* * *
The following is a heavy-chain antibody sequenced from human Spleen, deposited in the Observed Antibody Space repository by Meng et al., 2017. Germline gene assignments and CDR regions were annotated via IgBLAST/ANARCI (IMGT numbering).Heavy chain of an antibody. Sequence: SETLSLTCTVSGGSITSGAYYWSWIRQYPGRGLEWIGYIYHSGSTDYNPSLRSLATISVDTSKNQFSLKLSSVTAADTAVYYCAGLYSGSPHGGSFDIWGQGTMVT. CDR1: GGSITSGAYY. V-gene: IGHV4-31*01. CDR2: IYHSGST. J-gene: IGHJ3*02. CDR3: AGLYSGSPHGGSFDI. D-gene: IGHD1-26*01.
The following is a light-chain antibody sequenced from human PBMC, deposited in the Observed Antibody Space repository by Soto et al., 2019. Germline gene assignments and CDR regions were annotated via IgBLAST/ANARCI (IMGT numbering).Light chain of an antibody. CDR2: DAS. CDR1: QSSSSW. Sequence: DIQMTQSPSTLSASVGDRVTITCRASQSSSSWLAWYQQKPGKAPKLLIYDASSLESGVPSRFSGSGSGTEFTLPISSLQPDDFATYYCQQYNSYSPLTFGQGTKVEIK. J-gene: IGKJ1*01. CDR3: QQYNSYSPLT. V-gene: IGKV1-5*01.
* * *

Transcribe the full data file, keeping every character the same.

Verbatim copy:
The following is a heavy-chain antibody sequenced from human Spleen, deposited in the Observed Antibody Space repository by Meng et al., 2017. Germline gene assignments and CDR regions were annotated via IgBLAST/ANARCI (IMGT numbering).Heavy chain of an antibody. Sequence: SETLSLTCTVSGGSITSGAYYWSWIRQYPGRGLEWIGYIYHSGSTDYNPSLRSLATISVDTSKNQFSLKLSSVTAADTAVYYCAGLYSGSPHGGSFDIWGQGTMVT. CDR1: GGSITSGAYY. V-gene: IGHV4-31*01. CDR2: IYHSGST. J-gene: IGHJ3*02. CDR3: AGLYSGSPHGGSFDI. D-gene: IGHD1-26*01.
The following is a light-chain antibody sequenced from human PBMC, deposited in the Observed Antibody Space repository by Soto et al., 2019. Germline gene assignments and CDR regions were annotated via IgBLAST/ANARCI (IMGT numbering).Light chain of an antibody. CDR2: DAS. CDR1: QSSSSW. Sequence: DIQMTQSPSTLSASVGDRVTITCRASQSSSSWLAWYQQKPGKAPKLLIYDASSLESGVPSRFSGSGSGTEFTLPISSLQPDDFATYYCQQYNSYSPLTFGQGTKVEIK. J-gene: IGKJ1*01. CDR3: QQYNSYSPLT. V-gene: IGKV1-5*01.